Saturday, August 25, 2018

My employee misconduct complaint against Chicago Tribune Standards Editor Margaret Holt -- and a related crowd source inquiry


If I come across factual information in mainstream press reports that I know is false, I do what I can to fix it.

In fact, according to Washington Post media critic Erik Wemple, I may hold the record for published corrections for a single news topic.

That's one reason it bugs me when journalists refuse to publish corrections for straightforward factual errors.

And that's one reason why the other day I filed a misconduct complaint against Margaret Holt, Standards Editor at the Chicago Tribune and a prominent figure in the newspaper business.

The tale starts with a July 16, 2018 Tribune story, Family members of Dr. Henry Heimlich say Red Cross guidance on choking victims could end in death by reporter

about a campaign against the American Red Cross (ARC) launched last month by my sister Janet Heimlich, a journalist/author/nonprofit executive in Austin, Texas, and my brother Phil Heimlich, a former elected official in Cincinnati.

They're on the warpath because the ARC recommends performing back blows along with our dad's namesake maneuver (abdominal thrusts) to respond to a choking emergency.

In my opinion, Ms. Olumhense's story has some serious reportorial problems. (Re: the medical issues, visit my web page for links to related published documents.)

For example, the ARC's current protocol has been in place since 2005, a fact that's not mentioned in her article, so it's unclear if Ms. Olumhense was even aware of that.

If she was, presumably she would have asked Janet and Phil why they waited 13 years to voice their concerns.

Moving right along, here's the problem at hand:

From: Margaret C. Holt <>
To: Peter Heimlich <>
Subject: Tribune follow-up
Date: Mon, 16 Jul 2018 16:37:49 +0000

Mr. Heimlich:
Your email was referred to me for response. The story is straightforward in quoting people about the topic, including a reference to a disagreement between some family members and the Red Cross. There is nothing further beyond what is in the published article.
Margaret Holt
Standards Editor
Since I knew the part of the sentence about the AHA was wrong, I realized Ms. Holt didn't know what she was talking about.

And since she didn't ask what my concerns might be, presumably she didn't care, so I same-day replied:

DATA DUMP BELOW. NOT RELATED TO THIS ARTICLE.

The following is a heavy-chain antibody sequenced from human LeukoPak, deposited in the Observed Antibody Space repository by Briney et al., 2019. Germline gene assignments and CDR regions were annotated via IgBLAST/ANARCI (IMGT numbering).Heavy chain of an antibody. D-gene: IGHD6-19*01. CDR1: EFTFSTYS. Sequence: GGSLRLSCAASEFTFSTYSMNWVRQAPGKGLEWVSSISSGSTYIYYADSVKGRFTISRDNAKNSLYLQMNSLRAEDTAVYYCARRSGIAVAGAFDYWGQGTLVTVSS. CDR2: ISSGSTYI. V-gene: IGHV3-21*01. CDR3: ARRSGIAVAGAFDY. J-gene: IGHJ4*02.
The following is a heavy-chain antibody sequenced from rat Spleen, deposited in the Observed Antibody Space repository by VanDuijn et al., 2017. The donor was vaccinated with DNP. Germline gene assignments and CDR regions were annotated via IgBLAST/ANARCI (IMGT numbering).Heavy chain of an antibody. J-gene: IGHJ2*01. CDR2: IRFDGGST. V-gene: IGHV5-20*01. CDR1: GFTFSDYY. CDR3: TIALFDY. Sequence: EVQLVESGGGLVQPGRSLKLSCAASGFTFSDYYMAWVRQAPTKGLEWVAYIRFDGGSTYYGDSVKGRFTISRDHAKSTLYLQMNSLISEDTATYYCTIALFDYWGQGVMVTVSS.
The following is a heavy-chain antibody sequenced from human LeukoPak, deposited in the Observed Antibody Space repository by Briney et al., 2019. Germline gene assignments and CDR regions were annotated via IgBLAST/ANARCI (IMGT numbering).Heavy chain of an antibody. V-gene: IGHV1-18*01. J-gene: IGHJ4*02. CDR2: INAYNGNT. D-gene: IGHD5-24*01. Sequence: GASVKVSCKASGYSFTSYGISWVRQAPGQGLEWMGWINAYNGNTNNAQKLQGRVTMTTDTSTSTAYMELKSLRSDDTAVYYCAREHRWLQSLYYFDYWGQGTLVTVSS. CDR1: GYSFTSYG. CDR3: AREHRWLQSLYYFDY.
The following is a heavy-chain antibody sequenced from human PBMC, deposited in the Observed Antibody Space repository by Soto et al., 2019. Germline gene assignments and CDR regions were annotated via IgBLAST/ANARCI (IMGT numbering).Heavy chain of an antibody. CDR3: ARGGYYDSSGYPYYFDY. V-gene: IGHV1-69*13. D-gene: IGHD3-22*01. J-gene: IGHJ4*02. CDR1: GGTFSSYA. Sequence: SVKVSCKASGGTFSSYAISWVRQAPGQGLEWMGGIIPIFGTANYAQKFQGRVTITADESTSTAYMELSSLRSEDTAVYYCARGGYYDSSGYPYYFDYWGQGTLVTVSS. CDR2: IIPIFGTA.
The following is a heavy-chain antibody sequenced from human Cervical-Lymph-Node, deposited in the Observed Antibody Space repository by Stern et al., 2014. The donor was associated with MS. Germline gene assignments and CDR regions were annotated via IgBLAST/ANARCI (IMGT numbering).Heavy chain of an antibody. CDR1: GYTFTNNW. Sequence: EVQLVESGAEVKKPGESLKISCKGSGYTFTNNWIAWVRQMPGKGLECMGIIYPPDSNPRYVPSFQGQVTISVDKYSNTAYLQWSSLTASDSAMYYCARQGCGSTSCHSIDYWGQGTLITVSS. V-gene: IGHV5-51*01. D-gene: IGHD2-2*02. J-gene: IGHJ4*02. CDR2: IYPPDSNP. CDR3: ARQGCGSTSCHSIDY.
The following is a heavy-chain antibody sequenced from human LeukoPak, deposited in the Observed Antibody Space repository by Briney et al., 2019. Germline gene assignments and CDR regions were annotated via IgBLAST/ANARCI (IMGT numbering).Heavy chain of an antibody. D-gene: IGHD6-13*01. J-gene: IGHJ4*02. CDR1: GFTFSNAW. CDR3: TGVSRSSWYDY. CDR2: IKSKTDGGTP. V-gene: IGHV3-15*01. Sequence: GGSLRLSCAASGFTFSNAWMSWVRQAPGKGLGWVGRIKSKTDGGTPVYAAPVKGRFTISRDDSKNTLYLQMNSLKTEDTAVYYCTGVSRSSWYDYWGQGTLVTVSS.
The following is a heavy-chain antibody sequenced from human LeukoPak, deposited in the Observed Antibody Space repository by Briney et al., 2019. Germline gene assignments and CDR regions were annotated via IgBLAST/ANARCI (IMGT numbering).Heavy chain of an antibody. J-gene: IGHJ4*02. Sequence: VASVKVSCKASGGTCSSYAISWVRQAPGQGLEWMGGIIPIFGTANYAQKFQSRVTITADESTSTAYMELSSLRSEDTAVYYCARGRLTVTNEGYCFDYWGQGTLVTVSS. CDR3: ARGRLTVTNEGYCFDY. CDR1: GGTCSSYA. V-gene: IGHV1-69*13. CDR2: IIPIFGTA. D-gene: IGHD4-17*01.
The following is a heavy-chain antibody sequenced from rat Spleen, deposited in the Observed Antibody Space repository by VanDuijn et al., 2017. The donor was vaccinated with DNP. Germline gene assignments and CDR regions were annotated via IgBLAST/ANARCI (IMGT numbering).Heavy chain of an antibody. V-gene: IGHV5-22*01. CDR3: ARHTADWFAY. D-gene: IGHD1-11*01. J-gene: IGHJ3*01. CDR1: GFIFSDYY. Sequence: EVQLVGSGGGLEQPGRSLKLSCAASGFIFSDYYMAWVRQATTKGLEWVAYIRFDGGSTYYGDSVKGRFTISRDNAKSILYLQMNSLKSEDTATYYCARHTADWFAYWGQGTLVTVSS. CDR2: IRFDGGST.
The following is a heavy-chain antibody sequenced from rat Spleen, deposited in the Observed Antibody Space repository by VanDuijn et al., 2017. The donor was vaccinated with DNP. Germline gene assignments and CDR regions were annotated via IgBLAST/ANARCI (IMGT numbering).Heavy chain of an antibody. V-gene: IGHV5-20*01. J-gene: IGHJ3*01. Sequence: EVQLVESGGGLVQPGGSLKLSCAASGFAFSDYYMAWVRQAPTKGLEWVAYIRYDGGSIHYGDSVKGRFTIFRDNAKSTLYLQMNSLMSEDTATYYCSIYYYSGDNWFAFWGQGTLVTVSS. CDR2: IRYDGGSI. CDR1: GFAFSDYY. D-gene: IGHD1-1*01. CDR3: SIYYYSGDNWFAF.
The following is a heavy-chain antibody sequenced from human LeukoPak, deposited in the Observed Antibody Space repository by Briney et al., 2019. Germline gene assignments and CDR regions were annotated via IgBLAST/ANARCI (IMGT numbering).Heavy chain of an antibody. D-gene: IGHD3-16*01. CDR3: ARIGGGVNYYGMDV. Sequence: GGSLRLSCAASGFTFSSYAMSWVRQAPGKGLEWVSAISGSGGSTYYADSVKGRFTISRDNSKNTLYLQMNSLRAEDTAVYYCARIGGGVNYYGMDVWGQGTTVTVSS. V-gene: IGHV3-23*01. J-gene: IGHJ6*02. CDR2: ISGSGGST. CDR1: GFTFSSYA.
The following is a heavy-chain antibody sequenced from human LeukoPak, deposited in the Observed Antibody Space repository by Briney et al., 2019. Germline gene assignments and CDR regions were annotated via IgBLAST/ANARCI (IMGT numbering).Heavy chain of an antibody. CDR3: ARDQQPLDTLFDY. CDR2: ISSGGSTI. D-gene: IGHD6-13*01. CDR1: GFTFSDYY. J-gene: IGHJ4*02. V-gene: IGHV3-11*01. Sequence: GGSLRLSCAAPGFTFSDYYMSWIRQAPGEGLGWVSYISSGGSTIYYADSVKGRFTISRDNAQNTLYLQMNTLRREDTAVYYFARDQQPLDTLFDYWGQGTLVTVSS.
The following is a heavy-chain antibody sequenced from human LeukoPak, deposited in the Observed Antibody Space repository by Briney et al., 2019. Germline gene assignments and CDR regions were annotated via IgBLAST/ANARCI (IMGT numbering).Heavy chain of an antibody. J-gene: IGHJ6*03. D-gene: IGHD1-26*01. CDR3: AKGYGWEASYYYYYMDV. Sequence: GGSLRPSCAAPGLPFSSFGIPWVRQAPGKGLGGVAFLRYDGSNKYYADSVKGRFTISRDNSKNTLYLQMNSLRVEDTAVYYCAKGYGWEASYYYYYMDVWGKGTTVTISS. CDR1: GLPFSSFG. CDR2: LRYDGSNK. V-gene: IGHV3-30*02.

Would you please provide me with your superior's name and e-mail address?

Thank you for your continued attention and I look forward to your reply.

Cheers, Peter
A week later I hadn't received a reply, so on July 23 I sent a friendly "can you help me?" e- mail to Tribune Managing Editor Peter Kendall who some years ago had capably assisted me with an unrelated editorial problem.

He passed the baton back to Ms. Holt:
Mr. Heimlich,
Thank you for your email.
I am copying Margaret on this so you can share any specific questions or concerns about the story.
She is the appropriate person to handle this.
After thanking him, I e-mailed media representatives at the AHA, NSC, and ACEP and asked for their organizations' positions.

An AHA Vice President e-mailed me this, taken from the organization's current guidelines (my emphasis):
“…chest thrusts, back slaps, and abdominal thrusts are feasible and effective for relieving severe FBAO [Foreign Body Airway Obstruction] in conscious (responsive) adults and children over 1 year of age.
The NSC rep replied that their organization adheres to AHA guidelines.

And an ACEP manager in that organization's communications department e-mailed me that their organization "does not have a formal policy on the Heimlich maneuver."

Based on those e-mails, the Tribune's claim that the three organizations "

Along the way I also identified what may be the source of Ms.

article was apparently triggered by a July 10 e-mail and press release snet by a publicist representing Janet and Phil which included this sentence:
The American Heart Association teaches the Heimlich Maneuver as the only method to be used to save a choking victim, as does the National Safety Council and the American College of Emergency Physicians.